The hobbyhorse of Susan Brooks-Dammann, 41, is food photography. Her images are composed in a minimalistic way and thereby guide the viewer right towards the essential. The studied art historian and passionate blogger became a photographer more or less by coincidence. How that happened, why she is not afraid of competitors and which role her husband plays in her photography… all that she will tell us in this interview.
Dear Susan, why on earth that much food photography? Everybody does that, even though not as beautiful as you do.
Well, I kind of lost my heart on food photography. On the one hand I like that it is very uncomplicated. I have easy access to my ingredients, do not need to travel around to find good locations, do not need to hassle with unreliable models, and can – depending on how much time I want to spend – either realise a quick shoot with some fruits or vegetables or cook a delicious meal and call it work!
But in the beginning it was also a question of time. Now my son has already grown up a bit, but back when I started out on food photography it was a matter of child care. I still really wanted to photograph but did not have much time during the day. So it turned out to be the easiest and most efficient to either do food or still photography (or booth).
I don´t really bother that everybody does it. I get inspired by that, because there are lots of wonderful food photographers with fantastic ideas out there. And on the other hand it encourages me to keep improving my photographs all the time.
You are a studied art historian. How did you get into photography? Wouldn´t it be more obvious to work for a publishing house?
Oh, thanks no! As a matter of fact I realised only after my studies that I had no clue what to do with it. Staying at the university or working for a museum or a gallery were no options. Pure office work is simply too dry for me. I do need a certain creative freedom and appreciate the variety that I have now: I cook and bake, I decorate, I prepare my food in a fancy way, I care about the right lighting. But I can sit at my desk and work on my images, do boring paper work or – when I feel like landscape photography – even go out into the fields.
It was pure coincidence that I came up with photography. After finishing my studies my plan was to go into journalism since hat seemed to be very logical. But already during my dissertation I went abroad with my husband where I got pregnant pretty soon. After my son was born I started with photography to not go crazy between housekeeping, dissertation and breast-feeding. Soon I noticed that I would rather like to go on with photography than writing my thesis.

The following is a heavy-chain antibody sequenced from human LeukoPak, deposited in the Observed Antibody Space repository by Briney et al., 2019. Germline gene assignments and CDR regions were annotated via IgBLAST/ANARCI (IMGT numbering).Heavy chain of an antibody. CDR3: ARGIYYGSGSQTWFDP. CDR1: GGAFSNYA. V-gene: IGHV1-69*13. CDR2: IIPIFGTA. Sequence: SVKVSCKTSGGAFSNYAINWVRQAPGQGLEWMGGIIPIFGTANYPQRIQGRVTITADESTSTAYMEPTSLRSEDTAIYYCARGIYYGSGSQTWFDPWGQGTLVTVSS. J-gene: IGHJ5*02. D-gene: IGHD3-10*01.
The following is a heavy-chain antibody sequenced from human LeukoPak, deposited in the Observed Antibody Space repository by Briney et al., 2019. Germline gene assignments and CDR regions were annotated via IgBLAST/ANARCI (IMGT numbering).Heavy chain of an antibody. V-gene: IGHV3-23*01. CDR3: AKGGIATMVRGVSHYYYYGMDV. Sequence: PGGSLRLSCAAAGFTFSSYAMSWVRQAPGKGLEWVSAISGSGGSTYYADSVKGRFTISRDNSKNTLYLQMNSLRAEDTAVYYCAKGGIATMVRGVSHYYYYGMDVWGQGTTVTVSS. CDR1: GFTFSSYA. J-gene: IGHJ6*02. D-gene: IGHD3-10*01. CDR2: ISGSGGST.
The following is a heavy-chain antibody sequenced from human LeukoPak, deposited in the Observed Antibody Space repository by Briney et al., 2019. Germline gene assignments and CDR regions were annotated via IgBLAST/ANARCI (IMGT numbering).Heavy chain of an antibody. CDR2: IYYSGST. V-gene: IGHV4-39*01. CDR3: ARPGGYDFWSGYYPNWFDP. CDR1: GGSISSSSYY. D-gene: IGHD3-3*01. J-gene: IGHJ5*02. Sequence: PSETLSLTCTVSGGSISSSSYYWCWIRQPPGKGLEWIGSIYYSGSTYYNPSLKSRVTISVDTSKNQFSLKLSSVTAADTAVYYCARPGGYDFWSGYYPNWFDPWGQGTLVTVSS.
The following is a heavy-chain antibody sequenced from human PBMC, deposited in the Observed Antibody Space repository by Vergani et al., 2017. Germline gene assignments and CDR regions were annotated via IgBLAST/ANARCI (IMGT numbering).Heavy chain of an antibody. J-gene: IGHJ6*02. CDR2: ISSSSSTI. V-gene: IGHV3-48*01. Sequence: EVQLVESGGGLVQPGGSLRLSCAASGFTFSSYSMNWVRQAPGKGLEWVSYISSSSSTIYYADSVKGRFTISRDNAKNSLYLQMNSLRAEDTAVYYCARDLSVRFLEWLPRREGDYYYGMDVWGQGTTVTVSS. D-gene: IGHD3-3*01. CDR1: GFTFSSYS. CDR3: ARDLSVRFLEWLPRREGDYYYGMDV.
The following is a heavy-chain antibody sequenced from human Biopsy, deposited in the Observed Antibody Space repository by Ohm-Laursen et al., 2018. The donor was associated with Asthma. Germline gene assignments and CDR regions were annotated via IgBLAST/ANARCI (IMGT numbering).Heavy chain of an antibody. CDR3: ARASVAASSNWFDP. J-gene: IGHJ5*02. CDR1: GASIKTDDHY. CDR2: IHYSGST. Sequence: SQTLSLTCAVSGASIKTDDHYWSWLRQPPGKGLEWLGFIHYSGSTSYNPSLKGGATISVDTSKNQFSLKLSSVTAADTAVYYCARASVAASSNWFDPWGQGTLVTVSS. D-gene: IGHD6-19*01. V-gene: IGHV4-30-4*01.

For a long time though I hesitated to go into stock photography because I was afraid of being annoyed of my most beloved hobby quickly. But it wasn´t like that. Now I know that it was just the right decision.
I imagine that as an art historian you have another approach on photography. You may be particularly influenced by different tendencies in art or have a certain sense of aesthetics, of color, form and proportion. Is that true or am I wrong with that?
To be honest: I don´t know. There is a humongous difference between theory and practice, which is also the reason why a lot of artists always look down a bit on art historians and connoisseurs. I would like to claim that I went into photography because I now all about images and how our visual senses are working. But to practically implement what you already know in theory is a whole different story.
What I do know from dealing with art is one thing: The importance of drawing the viewers attention into the image so that he focuses on what is most important in the image – no matter what kind of image it is. Therefore I avoided right from the beginning to overload an image with decoration. Yes, you´re right, I probably do think of color schemes and proportion theories when I create images.
Let´s talk about aesthetics once more. I think your food styling is extremely good and well decorated. Where do you get all those accessories? Thousands of different boards, dishes, kitchen towels, tablecloths, knifes, forks etc.
Oh, thanks for the flowers! The accessories pile up over the years.Oftentimes I prepare the boards for the background myself, sometimes I find them somewhere. My husband sometimes thinks that I am pretty crazy when I come home with an old and ragged door that I´ve found somewhere in the streets. Also I find a lot of very nice things at a well-know online auction dealer. Searching for „silver scrap“ I´ve once bought two kilos of cutlery for very little money. Sometimes I may find beautiful things at the flea market, other things I´ve found at my grandma´s, but I also still look around in deco stores. To me it is important that things are rather plain and good to combine. Other than that I have tendencies towards minimalism anyways and try not to overload my images. After all that is a great way to surrender oneself to the female passion for all kinds of bric-a-brac – even without having a bad conscience. It´s all for work… 🙂
Considering foodstyling, the trend is not use that many techniques anymore, that make the food shine and that preserve it a bit longer. Do you eat all those wonderful things after the shoot?